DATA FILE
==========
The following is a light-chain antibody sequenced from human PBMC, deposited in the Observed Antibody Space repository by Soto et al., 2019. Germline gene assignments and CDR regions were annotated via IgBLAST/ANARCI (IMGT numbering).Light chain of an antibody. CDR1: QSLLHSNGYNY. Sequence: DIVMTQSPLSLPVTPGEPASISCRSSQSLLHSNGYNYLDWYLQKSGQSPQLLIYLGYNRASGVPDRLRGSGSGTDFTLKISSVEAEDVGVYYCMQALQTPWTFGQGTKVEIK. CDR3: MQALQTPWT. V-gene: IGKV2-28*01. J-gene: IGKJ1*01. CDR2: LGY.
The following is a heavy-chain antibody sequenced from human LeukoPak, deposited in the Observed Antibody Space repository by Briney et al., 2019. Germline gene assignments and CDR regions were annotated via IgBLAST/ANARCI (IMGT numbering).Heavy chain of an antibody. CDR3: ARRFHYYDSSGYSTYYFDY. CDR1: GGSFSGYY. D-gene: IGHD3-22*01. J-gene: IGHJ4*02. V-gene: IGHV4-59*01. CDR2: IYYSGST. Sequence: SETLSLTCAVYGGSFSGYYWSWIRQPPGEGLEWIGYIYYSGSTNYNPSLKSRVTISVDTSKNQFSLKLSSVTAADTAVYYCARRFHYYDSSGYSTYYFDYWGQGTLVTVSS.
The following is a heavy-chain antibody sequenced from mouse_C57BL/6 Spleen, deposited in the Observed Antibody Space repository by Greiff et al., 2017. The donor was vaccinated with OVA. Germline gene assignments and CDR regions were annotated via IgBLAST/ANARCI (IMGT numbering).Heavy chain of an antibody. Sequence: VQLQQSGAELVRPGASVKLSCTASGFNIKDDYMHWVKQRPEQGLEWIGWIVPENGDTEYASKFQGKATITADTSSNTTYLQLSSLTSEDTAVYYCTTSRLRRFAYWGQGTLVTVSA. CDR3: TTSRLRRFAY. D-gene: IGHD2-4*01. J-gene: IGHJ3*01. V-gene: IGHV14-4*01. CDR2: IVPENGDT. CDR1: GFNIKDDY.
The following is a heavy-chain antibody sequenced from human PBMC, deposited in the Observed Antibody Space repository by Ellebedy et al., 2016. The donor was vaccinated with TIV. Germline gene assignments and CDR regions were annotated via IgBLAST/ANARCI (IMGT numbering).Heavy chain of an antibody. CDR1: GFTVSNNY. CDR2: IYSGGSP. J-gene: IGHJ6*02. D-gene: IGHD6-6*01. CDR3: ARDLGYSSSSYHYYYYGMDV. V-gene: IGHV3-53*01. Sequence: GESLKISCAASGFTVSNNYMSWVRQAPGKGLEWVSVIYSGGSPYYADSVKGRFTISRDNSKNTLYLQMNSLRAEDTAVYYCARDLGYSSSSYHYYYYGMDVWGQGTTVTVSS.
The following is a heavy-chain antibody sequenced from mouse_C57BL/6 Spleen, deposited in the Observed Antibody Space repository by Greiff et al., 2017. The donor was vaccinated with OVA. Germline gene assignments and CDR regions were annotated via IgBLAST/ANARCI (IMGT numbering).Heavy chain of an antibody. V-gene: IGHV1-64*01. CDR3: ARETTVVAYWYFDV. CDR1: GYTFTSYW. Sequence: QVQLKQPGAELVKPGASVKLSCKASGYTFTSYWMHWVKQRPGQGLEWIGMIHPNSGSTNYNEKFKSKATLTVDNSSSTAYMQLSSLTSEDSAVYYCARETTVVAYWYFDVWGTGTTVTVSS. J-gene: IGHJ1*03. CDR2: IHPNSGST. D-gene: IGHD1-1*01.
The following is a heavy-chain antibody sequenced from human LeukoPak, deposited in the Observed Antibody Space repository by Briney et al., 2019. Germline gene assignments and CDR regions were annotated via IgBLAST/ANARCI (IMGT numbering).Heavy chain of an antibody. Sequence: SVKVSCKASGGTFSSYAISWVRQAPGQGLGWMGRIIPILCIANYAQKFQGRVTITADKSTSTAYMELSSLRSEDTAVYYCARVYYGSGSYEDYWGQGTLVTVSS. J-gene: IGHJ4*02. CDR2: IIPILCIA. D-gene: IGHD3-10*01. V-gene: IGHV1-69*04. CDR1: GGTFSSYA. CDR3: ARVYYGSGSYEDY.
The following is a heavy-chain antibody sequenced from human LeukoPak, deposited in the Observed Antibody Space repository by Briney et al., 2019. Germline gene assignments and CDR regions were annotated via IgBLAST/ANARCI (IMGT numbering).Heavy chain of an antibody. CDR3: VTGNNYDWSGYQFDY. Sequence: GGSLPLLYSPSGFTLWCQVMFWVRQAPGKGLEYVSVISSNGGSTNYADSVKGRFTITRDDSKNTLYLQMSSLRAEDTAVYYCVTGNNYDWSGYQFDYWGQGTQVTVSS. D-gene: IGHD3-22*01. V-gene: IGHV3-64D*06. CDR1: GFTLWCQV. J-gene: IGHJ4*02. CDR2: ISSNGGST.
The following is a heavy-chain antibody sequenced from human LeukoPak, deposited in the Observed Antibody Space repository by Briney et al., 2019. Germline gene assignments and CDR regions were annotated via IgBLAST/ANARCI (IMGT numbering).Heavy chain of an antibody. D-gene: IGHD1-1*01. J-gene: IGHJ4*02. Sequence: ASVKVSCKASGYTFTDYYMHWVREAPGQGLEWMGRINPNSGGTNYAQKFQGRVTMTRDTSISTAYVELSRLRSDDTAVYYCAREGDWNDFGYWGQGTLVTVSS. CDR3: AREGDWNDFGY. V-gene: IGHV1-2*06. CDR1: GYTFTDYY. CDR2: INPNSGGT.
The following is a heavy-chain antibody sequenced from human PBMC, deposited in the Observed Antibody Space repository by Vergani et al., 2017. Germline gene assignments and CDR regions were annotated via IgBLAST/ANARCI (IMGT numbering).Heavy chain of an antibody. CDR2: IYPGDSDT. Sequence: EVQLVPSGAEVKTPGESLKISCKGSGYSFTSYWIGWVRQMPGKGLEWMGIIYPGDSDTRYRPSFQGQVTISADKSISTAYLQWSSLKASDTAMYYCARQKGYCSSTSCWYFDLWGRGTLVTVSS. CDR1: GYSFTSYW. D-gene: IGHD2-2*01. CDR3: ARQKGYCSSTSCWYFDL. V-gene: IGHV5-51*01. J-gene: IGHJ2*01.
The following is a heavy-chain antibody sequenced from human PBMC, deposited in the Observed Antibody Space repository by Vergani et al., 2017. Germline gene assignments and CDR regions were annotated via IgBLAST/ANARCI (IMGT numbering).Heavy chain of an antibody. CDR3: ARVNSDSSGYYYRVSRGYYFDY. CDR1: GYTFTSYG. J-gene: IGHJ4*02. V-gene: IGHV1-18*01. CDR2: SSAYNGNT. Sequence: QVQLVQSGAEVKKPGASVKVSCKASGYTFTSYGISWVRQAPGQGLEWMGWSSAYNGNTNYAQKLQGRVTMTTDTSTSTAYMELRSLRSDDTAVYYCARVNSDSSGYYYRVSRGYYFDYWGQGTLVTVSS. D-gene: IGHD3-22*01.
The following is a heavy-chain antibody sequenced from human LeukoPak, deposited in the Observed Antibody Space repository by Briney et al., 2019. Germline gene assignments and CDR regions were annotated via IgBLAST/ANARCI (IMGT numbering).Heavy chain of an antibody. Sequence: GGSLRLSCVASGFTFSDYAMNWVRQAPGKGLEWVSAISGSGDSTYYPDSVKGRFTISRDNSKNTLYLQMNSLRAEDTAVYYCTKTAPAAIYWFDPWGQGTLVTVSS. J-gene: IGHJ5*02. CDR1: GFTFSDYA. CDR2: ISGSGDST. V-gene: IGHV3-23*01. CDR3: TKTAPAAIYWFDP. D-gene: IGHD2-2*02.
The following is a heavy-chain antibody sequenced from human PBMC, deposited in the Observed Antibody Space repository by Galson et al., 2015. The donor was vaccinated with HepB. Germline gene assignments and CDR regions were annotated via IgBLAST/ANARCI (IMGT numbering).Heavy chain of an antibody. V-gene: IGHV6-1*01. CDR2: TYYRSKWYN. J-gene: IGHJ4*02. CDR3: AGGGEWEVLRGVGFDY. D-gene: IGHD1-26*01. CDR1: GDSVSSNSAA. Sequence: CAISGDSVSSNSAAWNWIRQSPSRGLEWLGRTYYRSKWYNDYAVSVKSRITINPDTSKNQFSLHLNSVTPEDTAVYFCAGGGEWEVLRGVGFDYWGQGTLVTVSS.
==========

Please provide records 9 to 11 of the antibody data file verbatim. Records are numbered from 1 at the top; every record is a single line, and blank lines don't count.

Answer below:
The following is a heavy-chain antibody sequenced from human PBMC, deposited in the Observed Antibody Space repository by Vergani et al., 2017. Germline gene assignments and CDR regions were annotated via IgBLAST/ANARCI (IMGT numbering).Heavy chain of an antibody. CDR2: IYPGDSDT. Sequence: EVQLVPSGAEVKTPGESLKISCKGSGYSFTSYWIGWVRQMPGKGLEWMGIIYPGDSDTRYRPSFQGQVTISADKSISTAYLQWSSLKASDTAMYYCARQKGYCSSTSCWYFDLWGRGTLVTVSS. CDR1: GYSFTSYW. D-gene: IGHD2-2*01. CDR3: ARQKGYCSSTSCWYFDL. V-gene: IGHV5-51*01. J-gene: IGHJ2*01.
The following is a heavy-chain antibody sequenced from human PBMC, deposited in the Observed Antibody Space repository by Vergani et al., 2017. Germline gene assignments and CDR regions were annotated via IgBLAST/ANARCI (IMGT numbering).Heavy chain of an antibody. CDR3: ARVNSDSSGYYYRVSRGYYFDY. CDR1: GYTFTSYG. J-gene: IGHJ4*02. V-gene: IGHV1-18*01. CDR2: SSAYNGNT. Sequence: QVQLVQSGAEVKKPGASVKVSCKASGYTFTSYGISWVRQAPGQGLEWMGWSSAYNGNTNYAQKLQGRVTMTTDTSTSTAYMELRSLRSDDTAVYYCARVNSDSSGYYYRVSRGYYFDYWGQGTLVTVSS. D-gene: IGHD3-22*01.
The following is a heavy-chain antibody sequenced from human LeukoPak, deposited in the Observed Antibody Space repository by Briney et al., 2019. Germline gene assignments and CDR regions were annotated via IgBLAST/ANARCI (IMGT numbering).Heavy chain of an antibody. Sequence: GGSLRLSCVASGFTFSDYAMNWVRQAPGKGLEWVSAISGSGDSTYYPDSVKGRFTISRDNSKNTLYLQMNSLRAEDTAVYYCTKTAPAAIYWFDPWGQGTLVTVSS. J-gene: IGHJ5*02. CDR1: GFTFSDYA. CDR2: ISGSGDST. V-gene: IGHV3-23*01. CDR3: TKTAPAAIYWFDP. D-gene: IGHD2-2*02.